Uncyclopedia:Pee Review/Lawrie Sanchez (quick)

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Revision as of 17:15, August 25, 2009 by Hyperbole (talk | contribs)

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FAQ

edit Lawrie Sanchez

KarlheinzKetchup 11:33, 24 August 2009 (UTC)

Masaru

PEE REVIEW IN PROGRESS

Hyperbole is engaged in the dual processes
of giving you his opinion and pretending you care.

Okay... I'll be quick, then. Tinymasaru.gifpillow talk 16:52, 25 August 2009 (UTC)

Humour: 4 Okay, I'll be the first to admit I didn't really understand this article. I'm an American, and I'm not a football fan, so my first thought was "What the fuck am I looking at?" So maybe I'm not your intended audience - but bear in mind that at least 90% of the people who read this article will not be British football fans. So, when you write it, you should keep in the back of your mind: "Is there a way to explain this joke to a layperson without ruining it for someone in the know?" I did, of course, read the Wikipedia article on Lawrie Sanchez, but it didn't help me very much.

However, I do see that you're falling into a lot of the traps of the worst Uncyclopedia articles: random nonsense. Satire is funny; random nonsense isn't. For example, if you were writing an article on Mick Jagger, saying that Mick Jagger and Keith Richards got in a fistfight on stage has the potential to be funny if done right. Whereas, saying that Mick Jagger and Napoleon Bonaparte got in a fistfight in Naples in 140 B.C. is just idiotic.

So, there's some stuff in your article that shouldn't be in your article. The year 1322 shouldn't be in your article. Englebert Humperdinck shouldn't be in your aticle. Cheryl Cole shouldn't be in your article. The whole "Zen master" concept isn't developed, and the picture of Sanchez as Yoda is bizarrely out of place in the article. An Uncyclopedia article on a subject should have a concept and should be coherent satire - it shouldn't be a gallery of "Hey, look at this amusing picture I found on the Internet!"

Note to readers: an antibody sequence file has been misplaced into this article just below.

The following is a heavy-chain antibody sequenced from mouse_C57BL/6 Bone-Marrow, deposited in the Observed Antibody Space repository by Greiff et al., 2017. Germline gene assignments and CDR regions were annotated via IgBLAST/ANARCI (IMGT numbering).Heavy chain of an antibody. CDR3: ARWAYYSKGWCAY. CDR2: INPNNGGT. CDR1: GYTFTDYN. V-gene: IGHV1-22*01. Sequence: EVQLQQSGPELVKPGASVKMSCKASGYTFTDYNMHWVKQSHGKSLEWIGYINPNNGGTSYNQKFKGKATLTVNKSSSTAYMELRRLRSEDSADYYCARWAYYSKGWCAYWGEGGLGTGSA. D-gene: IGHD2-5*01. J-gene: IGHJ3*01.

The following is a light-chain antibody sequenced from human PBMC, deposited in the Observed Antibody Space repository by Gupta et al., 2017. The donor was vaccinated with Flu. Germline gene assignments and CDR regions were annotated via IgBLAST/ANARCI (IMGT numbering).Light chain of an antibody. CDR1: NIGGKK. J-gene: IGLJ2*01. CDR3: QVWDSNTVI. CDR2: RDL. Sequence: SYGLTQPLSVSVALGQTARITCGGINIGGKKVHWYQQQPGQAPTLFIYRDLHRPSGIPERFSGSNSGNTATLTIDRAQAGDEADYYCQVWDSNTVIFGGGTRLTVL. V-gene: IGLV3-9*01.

Concept: 4 The concept is where you're losing the plot. Think of something satirical about Lawrie Sanchez. Make it your overarching theme. Is the theme that he's a Zen master who says weird things? That's fine - have him talking in haiku, have him befuddling his teammates and opponents alike - but then, keep that idea running throughout the article. No immaculate conception. No dinosaurs. And, really, no "amateurish foul" - would a Zen master lose his temper and attack a player, but miss? A better take on that would be that, in a moment of pure enlightenment, his hand became one with (the ball? the turf?) and the ref misunderstood this and sent him off.

All I'm saying is: pick something and go with it.

Prose and formatting: 6 This prose is incredibly British. Sometimes, it's so British I can't understand it. Sometimes, I look at a sentence and I think "Is this incomprehensible because it's British English or because it's bad English?"

But I can see that sometimes it's bad. "Which isn't surprising really." is a sentence fragment that's also missing a comma. "His simple poetry, playing style and mind, convinced Reading" is very, very awkward (I think you're trying to say that Reading was convinced by his simple poetry, his simple playing style, and his simple mind - but it's not getting across).

Stick a {{proofread}} tag at the bottom and a helpful Uncyclopedian with a better understanding of British English than I will come along and fix it right up.

Images: 6 These images are pretty random, and their connection to the theme of the article is unclear. Often, you can't have funny images unless you have a funny concept - and your concept itself is unclear, because the article is fairly random.
Miscellaneous: 5.5 5.5 is your misc score.
Final Score: 25.5 Best of luck! If you want to put this up for a second review by someone who actually lives in the UK, feel free.
Reviewer: Tinymasaru.gifpillow talk 17:15, 25 August 2009 (UTC)
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